Leading into our 100th edition of Tihei Kahungunu, we have introduced Pā mai tō reo! a one-page chronicle of the journeys of the Waka Takitimu and its origins from Te Moananui a Kiwa and its steady migration over 300 years to its eventual resting place in Te Waipounamu, Aotearoa.
Previous to the Takitimu voyage however, we can trace our whakapapa through Polynesia into Melanesia through Micronesia into Austronesia from our origins in Asia. There is an archaeological memory of Māori being in China, but the cultural memory doesn't begin until Taiwan.
I have been lucky to visit these places, talk to experts in their fields and I have knitted together with historians in the Pacific and our own Māori experts who took me under their wing.
I learned from people such as Uncle Wi, Uncle Taanga, Uncle Charlie and others who honed my instincts around whakapapa and history.
AdvertisementAdvertise with NZME.
Tā Pita Sharples, first chairman of Ngāti Kahungunu, was an anthropologist who studied Māori linguistics through the Pacific into the Solomon Islands and further back to the Islands of Palau and Guam.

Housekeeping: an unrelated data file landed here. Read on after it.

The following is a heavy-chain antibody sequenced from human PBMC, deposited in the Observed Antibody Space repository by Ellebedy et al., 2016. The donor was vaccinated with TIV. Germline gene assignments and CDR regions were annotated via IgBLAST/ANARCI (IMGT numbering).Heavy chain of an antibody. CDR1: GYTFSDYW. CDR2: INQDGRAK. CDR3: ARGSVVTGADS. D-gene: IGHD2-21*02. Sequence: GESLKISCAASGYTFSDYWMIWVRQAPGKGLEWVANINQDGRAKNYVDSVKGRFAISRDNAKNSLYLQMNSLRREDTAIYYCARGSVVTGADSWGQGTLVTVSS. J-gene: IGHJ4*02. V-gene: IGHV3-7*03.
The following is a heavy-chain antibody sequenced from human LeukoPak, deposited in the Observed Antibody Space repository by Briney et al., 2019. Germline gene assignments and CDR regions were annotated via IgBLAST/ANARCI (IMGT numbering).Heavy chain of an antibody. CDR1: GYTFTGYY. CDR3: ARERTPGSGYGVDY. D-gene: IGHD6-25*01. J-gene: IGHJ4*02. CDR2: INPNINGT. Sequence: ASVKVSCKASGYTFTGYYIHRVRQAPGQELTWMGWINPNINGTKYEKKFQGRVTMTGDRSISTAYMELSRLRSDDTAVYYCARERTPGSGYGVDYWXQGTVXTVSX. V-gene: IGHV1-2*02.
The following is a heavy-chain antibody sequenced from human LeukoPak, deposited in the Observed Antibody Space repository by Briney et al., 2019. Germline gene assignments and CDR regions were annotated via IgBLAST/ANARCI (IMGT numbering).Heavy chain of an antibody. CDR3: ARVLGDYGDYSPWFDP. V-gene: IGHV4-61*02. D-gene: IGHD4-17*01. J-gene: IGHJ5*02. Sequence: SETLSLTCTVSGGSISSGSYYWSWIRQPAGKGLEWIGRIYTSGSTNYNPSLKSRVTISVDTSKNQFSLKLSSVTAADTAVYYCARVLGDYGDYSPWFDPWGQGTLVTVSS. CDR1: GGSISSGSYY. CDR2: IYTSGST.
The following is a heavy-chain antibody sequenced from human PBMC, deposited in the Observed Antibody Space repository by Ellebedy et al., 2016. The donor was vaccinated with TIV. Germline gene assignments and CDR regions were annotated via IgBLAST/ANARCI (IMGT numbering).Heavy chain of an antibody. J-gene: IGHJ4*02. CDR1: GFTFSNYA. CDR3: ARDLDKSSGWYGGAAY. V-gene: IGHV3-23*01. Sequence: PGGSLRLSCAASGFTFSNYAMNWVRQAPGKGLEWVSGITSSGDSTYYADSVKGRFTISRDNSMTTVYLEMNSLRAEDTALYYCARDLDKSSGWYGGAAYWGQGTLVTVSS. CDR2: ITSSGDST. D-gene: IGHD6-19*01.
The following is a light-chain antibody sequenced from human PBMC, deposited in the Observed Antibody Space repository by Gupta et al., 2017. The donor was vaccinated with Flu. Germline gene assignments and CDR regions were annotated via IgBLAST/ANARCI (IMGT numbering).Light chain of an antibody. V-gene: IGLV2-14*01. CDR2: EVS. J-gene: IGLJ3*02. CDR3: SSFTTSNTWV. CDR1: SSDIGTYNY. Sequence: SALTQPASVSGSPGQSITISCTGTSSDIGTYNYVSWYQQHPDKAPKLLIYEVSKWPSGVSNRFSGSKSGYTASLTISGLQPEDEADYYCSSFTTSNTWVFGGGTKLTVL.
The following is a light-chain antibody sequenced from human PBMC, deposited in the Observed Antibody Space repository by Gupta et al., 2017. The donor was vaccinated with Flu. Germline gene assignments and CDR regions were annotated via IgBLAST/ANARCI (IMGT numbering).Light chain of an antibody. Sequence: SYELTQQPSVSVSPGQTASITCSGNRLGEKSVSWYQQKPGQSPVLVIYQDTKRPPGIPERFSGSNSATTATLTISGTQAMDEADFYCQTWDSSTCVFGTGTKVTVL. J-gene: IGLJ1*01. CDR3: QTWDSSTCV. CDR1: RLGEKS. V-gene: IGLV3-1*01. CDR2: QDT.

Dr Pat Hohepa has studied our Māori language tracing it all the way back to Taiwan while Dr Adele Whyte studied the whakapapa of 70 Māori women back to Taiwan.
Nathan Rarere and others have studied the sailing traditions and the voyaging waka back into Indonesia, the Philippines and Taiwan while others studied Tāmoko and mau rākau all the way back to Taiwan.
I have also observed long houses or wharenui back throughout Asia with decorated ridge poles not unlike our tahuhu.
Over the next 12 months, (just how I've learnt most of this information), this unique migration will unfold as I share what I've learned with you.
Ngahiwi Tomoana is Ngāti Kahungunu Iwi Incorporated Chairman